Jump to content


  • Content Count

  • Joined

  • Last visited

  • Days Won


dpn last won the day on November 24 2020

dpn had the most liked content!

Community Reputation

125 Excellent

About dpn

  • Rank
    WRT Addict
  • Birthday February 4

Profile Information

  • Gender
  • Location
    Sacramento, California, USA
  • Interests
    Watch repair, watch modifications, custom watch dials, bats, wildflowers, and photography (19th century techniques like cyanotype and gum dichromate, combined with 21st century experimental techniqes like digital inkjet negatives and cameraless photography). See my photography portfolio at https://iggybug.com/

Recent Profile Visitors

The recent visitors block is disabled and is not being shown to other users.

  1. They seem nice, but I'm not having trouble holding the hands or positioning them over the pinion -- I'm struggling with pressing them down onto the pinion with enough force to get a good fit but not so much force that I bend certain hands. @Tudor -- Thanks for the tip! I'll make sure to polish the tips.
  2. Keeping with the spirit of this community, I'm not going to discuss any business stuff here. I've shared my photos and notes 'cause I hope they inspire someone else to try to do something cool and creative with watches, and I hope my progress notes will help.
  3. Ha, I hadn't thought about that. I'll probably go with some Sharpie on the back.
  4. Hi all, I'm contemplating the purchase of a "Horotec Watch Tool Hand Press" after damaging a few too many watch hands. I'd appreciate any advice the group might be willing to share. \\\ I connection with my fordite watch dial project, I've been swapping around a lot of watch hands. This practice has been really good for me, and I'm now a lot better about working with watch hands than I have ever been. I'm currently using Rodico, the Bergeon 7404 Set of 3 Watch Hand Install Setting Tools, and a pair of Horotec Aluminum Tweezer with Delrin Tips. I'd say that I can successfully ins
  5. I use stock hands or aftermarket hands, depending on what I think looks good. I tend to use stock hands (with their awesome lumibrite) more, but sometimes I switch it up. I'd like to say that this is always an intentional choice, but sometimes I fumble the hand installation and break a factory hand. I've gotten way better at installing watch hands, but I'm still not perfect. I am considering purchasing a Horotec Watch Tool Hand Press after a particularly painful and expensive loss of a handset from a watch I really liked. I'll be posting separately on this. No plans for indices, lumed or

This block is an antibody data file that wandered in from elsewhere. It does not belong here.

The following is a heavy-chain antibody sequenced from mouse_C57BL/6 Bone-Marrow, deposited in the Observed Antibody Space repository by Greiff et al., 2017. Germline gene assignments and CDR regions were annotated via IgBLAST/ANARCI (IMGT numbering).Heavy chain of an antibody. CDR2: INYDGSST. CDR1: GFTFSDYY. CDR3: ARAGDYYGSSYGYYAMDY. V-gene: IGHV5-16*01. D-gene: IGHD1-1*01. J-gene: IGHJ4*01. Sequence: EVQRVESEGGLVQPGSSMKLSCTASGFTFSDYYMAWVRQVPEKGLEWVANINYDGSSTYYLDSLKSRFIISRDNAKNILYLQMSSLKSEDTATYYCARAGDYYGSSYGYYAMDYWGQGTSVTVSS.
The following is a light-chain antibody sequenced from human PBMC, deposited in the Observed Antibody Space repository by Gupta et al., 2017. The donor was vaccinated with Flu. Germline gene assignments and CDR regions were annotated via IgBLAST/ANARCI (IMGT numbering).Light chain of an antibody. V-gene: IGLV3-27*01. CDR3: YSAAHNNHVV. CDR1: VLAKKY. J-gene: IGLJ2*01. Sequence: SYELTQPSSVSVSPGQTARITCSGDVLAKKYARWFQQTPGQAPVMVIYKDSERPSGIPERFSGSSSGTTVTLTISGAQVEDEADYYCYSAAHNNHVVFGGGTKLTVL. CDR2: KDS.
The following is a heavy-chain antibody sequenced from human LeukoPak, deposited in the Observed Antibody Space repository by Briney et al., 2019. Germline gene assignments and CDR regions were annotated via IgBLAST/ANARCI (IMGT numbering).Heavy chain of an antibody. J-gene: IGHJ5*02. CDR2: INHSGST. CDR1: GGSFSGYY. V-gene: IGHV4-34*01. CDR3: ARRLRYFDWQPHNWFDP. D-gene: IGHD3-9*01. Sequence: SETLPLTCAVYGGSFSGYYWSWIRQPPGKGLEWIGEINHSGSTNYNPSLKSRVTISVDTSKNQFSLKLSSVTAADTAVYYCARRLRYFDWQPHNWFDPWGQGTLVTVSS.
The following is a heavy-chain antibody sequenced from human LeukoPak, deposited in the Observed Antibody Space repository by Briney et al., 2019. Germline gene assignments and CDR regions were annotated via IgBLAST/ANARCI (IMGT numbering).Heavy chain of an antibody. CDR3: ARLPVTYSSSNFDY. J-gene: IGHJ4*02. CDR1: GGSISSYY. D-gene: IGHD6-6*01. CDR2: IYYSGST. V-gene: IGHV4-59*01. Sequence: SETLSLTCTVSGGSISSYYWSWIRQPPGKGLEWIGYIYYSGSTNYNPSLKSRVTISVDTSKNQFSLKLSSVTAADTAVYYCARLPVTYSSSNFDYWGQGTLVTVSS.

6. It's hard to describe, as it's basically fossilized paint. It's really great to work this -- I can't really compare it to anything else as I've never worked with anything else -- but it's easy to cut, easy to grind/polish, and holds together really well even in very thin (0.5mm) slices. At my final working thickness, it feels like paper -- it bends and has some elasticity, but can fracture along the paint lines. DM me your name and mailing address, and I'll send you a scrap of it to check out.
  7. Quick snapshot of a vibrant-to-the-point-of-garish completed watch. I'm likely to keep this one. Again, forgive the photo quality -- I've got a bunch of stuff lined up to shoot better this weekend.
  8. Re drilling: I'm using a hand pin vise with a very, very small drill bit. I go very slowly. Once I have a pilot hole drilled, a carefully and gradually expand the hole using a very small round diamond file. There's nothing better than these, I'm convinced, since I'm only drilling through a 0.2mm-thick fordite veneer. Thanks all for the suggestions though!
  9. Yeah, I've tried a few things: brass scarf, powdered marble, brass plates, etc. If I've learned anything about bluing steel, is that what works well for one person won't necessarily work for another person. I'm able to consistently and cleanly blue hands, but the much larger surface area of the chapter ring is a significantly greater challenge. If anyone wants to learn how to blue hands or screws, the most foolproof and consistent method I'd recommend would be to use an inexpensive (<$100) precision-controlled digital soldering station with some sort of brass heating platform attached.
  10. @Tudor I agree -- I need to buy an assortment of different colored seconds hands. I'm also looking for an inexpensive source of quality "high contrast" hands. I found a handset I really like (the arrows 2 photos above), but at $30/handset they're pricey.
  11. Quick shot of my 3rd finished fordite-dialed Seiko. I'm making a push to get my first production run of 10 out, and then I'll be focusing on adding the chapter rings and making some ETA 6498-compatible fordite dials.
  12. @MechanicMike: Right now, I'm using a propane camp stove with a 6" x 6" x 1" block of aluminum to help with heat evenness. Another shot: I'm working on improving my watch photography too!
  13. Hey everyone, here's a fun and affordable 3D photography side project. I really owe Andy Hull for giving me the inspiration and information I needed to pull this off! In addition to horology, I'm an avid photographer. I've been studying and practicing photography seriously for 20 years now, having bought my first real camera in 2000. If anyone is curious, the camera was a Canon Canonet QL17 GIII. Some of my work has been in galleries, and I'm a couple of classes away from completing a photography degree. When I became fascinated by photography, I wanted but couldn't afford a digital
  14. Fantastic ideas and information! I'll definitely be looking into these. Thank you! Alignment is going to be rough, but it was always going to be rough.
  • Create New...